More Than 5 Million People Will Die From a Frightening Cause: Breathing. Some staggering statistics from The Washington Post; we've gone from second-hand smoke to second-hand CO2; here's an excerpt: "About 5.5 million people around the world die prematurely every year from breathing polluted air, and the majority of those deaths are occurring in China and India, where factories and coal-fired power plants are fueling economic growth, according to a report released Friday. The authors said the findings show that disease from air and household pollution ranks as the number two cause of death worldwide. It comes in right behind smoking, which the World Health Organization says kills 6 million people annually..."
4 Billion People Face Severe Water Scarcity, New Research Finds. Water, not oil or natural gas, will be the most precious natural resource of the 21st century. Here's an excerpt at The Guardian: "At least two-thirds of the global population, over 4 billion people, live with severe water scarcity for at least one month every year, according to a major new analysis. The revelation shows water shortages, one of the most dangerous challenges the world faces, is far worse previously than thought. The new research also reveals that 500m people live in places where water consumption is double the amount replenished by rain for the entire year, leaving them extremely vulnerable as underground aquifers run down..."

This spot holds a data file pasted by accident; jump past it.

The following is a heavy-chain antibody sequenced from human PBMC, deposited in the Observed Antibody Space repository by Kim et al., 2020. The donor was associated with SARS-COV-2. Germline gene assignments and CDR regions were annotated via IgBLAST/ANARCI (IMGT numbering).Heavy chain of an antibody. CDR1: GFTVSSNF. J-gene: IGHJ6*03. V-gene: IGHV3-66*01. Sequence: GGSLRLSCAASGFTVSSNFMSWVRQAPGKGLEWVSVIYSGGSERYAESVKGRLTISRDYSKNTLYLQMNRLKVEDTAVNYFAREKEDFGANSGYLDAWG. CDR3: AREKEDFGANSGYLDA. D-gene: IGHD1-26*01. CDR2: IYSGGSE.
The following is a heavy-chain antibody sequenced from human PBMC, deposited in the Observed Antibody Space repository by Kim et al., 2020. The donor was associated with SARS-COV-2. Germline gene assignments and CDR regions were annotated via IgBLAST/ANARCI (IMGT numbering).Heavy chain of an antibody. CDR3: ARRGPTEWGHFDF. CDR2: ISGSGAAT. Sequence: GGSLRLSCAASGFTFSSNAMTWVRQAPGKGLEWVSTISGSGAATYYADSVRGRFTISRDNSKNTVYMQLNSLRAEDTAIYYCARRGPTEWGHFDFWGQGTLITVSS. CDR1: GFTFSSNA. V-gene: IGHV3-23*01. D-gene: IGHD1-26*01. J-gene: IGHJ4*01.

Map credit: "This map shows trends in total land water storage, as measured by NASA's GRACE satellites, between April 2002 to November 2014. The map, which was published in the journal Science, shows regions that grew wetter in blue and regions that grew drier in red. The map excludes glaciers and ice sheets." (Photo: Source: J.T. Reager and Jay Famiglietti, NASA Jet Propulsion Laboratory)
Photo credit: "Interior of the nuclear fusion reactor JET." Photo: EFDA
Electric Vehicles Will Triumph Because They're Better, GM Veteran Says. Here's an excerpt from Forbes: "...Set aside all the motivations with climate change, oil dependence—it’s just a better way to do a car. It’s simple.” Electric vehicle sales have been tepid and may remain tepid in the short term. Internal combustion engines will continue to dominate until 2025, Burns predicted, as the nation’s automotive fleet slowly turns over. “It’s just arithmetic.” But as automakers strive to meet the 2025 fuel economy standard—54.5 miles per gallon—they will come to realize that reengineering traditional vehicles is more expensive and difficult than adopting an electric drive train that emits no carbon..."
How Weather, and an "Interstate of Renewable Energy" Could Save The Climate by 2030. Meteorologist and uber-weather-geek (and I say that with all admiration) Dr. Marshall Shepherd takes a look at how we can wean ourselves off of fossil fuels sooner than most skeptics believe. Here's an excerpt at Forbes: "Stanford expert Mark Jacobson, who was not involved in the study, wrote an editorial to Nature Climate Change saying,